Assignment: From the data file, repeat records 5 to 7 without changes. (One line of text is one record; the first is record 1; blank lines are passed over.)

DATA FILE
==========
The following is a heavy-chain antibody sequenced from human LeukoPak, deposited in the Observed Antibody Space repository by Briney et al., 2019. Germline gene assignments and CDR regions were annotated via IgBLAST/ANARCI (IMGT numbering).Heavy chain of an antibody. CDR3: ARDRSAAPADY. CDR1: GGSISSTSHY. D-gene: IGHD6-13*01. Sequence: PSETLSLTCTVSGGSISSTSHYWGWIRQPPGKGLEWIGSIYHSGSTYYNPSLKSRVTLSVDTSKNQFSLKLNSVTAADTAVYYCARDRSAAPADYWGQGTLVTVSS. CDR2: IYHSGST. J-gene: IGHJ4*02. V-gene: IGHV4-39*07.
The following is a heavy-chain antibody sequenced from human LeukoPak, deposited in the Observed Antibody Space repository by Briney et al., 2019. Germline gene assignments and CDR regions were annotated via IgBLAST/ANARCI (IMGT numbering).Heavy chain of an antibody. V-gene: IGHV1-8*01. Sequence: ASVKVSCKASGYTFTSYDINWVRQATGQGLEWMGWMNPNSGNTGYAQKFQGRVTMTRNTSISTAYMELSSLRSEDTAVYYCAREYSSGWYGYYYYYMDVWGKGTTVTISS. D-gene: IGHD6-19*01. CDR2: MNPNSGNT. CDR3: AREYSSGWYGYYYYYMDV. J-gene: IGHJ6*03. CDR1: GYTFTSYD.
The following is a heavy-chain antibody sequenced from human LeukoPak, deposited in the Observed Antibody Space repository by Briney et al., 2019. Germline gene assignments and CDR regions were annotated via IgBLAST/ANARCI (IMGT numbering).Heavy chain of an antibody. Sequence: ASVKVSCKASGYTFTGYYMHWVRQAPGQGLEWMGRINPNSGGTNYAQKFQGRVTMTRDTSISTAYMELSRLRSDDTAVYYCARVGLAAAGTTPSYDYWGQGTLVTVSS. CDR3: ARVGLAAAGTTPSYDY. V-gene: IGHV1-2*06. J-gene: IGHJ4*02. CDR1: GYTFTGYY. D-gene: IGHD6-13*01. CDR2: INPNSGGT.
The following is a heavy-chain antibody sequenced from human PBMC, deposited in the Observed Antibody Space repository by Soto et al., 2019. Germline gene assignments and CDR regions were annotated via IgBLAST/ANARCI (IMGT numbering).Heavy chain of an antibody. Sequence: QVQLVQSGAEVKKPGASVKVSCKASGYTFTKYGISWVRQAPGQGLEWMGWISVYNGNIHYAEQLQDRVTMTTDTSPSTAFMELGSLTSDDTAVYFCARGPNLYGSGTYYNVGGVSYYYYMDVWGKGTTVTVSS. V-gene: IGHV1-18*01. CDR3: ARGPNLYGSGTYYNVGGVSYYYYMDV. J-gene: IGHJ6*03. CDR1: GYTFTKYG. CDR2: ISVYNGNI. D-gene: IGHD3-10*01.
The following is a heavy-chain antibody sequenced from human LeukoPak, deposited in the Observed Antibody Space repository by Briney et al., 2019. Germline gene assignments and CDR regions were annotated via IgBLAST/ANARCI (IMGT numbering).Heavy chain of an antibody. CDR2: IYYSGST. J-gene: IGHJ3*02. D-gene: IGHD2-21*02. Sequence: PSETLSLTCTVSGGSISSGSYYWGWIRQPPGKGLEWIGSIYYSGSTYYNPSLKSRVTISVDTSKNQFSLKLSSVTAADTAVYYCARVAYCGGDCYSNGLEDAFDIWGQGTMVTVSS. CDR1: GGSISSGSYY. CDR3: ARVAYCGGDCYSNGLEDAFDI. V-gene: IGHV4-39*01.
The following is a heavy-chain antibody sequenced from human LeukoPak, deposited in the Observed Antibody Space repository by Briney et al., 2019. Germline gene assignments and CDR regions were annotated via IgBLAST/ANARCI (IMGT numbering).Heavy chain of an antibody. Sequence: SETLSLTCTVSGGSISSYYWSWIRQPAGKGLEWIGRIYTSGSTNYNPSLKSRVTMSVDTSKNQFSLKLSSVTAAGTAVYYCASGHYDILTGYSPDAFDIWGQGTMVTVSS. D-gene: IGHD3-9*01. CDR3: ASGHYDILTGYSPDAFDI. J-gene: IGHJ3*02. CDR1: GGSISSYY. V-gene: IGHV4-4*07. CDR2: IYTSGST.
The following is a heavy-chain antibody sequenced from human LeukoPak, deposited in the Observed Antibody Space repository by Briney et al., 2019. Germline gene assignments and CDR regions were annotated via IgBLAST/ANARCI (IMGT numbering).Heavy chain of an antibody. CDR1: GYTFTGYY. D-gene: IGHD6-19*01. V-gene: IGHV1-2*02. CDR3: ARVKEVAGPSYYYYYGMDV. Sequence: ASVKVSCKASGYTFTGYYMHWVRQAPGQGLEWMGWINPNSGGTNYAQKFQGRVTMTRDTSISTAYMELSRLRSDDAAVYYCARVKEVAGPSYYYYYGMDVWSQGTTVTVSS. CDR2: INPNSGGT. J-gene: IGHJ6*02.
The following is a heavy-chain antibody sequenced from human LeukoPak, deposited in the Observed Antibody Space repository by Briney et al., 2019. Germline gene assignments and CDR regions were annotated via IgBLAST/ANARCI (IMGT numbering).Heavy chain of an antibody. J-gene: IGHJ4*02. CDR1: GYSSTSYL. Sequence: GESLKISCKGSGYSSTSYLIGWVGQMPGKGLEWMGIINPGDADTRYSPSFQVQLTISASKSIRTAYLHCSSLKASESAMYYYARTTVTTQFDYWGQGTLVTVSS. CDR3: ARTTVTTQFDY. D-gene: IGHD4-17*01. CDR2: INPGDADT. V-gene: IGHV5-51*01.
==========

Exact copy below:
The following is a heavy-chain antibody sequenced from human LeukoPak, deposited in the Observed Antibody Space repository by Briney et al., 2019. Germline gene assignments and CDR regions were annotated via IgBLAST/ANARCI (IMGT numbering).Heavy chain of an antibody. CDR2: IYYSGST. J-gene: IGHJ3*02. D-gene: IGHD2-21*02. Sequence: PSETLSLTCTVSGGSISSGSYYWGWIRQPPGKGLEWIGSIYYSGSTYYNPSLKSRVTISVDTSKNQFSLKLSSVTAADTAVYYCARVAYCGGDCYSNGLEDAFDIWGQGTMVTVSS. CDR1: GGSISSGSYY. CDR3: ARVAYCGGDCYSNGLEDAFDI. V-gene: IGHV4-39*01.
The following is a heavy-chain antibody sequenced from human LeukoPak, deposited in the Observed Antibody Space repository by Briney et al., 2019. Germline gene assignments and CDR regions were annotated via IgBLAST/ANARCI (IMGT numbering).Heavy chain of an antibody. Sequence: SETLSLTCTVSGGSISSYYWSWIRQPAGKGLEWIGRIYTSGSTNYNPSLKSRVTMSVDTSKNQFSLKLSSVTAAGTAVYYCASGHYDILTGYSPDAFDIWGQGTMVTVSS. D-gene: IGHD3-9*01. CDR3: ASGHYDILTGYSPDAFDI. J-gene: IGHJ3*02. CDR1: GGSISSYY. V-gene: IGHV4-4*07. CDR2: IYTSGST.
The following is a heavy-chain antibody sequenced from human LeukoPak, deposited in the Observed Antibody Space repository by Briney et al., 2019. Germline gene assignments and CDR regions were annotated via IgBLAST/ANARCI (IMGT numbering).Heavy chain of an antibody. CDR1: GYTFTGYY. D-gene: IGHD6-19*01. V-gene: IGHV1-2*02. CDR3: ARVKEVAGPSYYYYYGMDV. Sequence: ASVKVSCKASGYTFTGYYMHWVRQAPGQGLEWMGWINPNSGGTNYAQKFQGRVTMTRDTSISTAYMELSRLRSDDAAVYYCARVKEVAGPSYYYYYGMDVWSQGTTVTVSS. CDR2: INPNSGGT. J-gene: IGHJ6*02.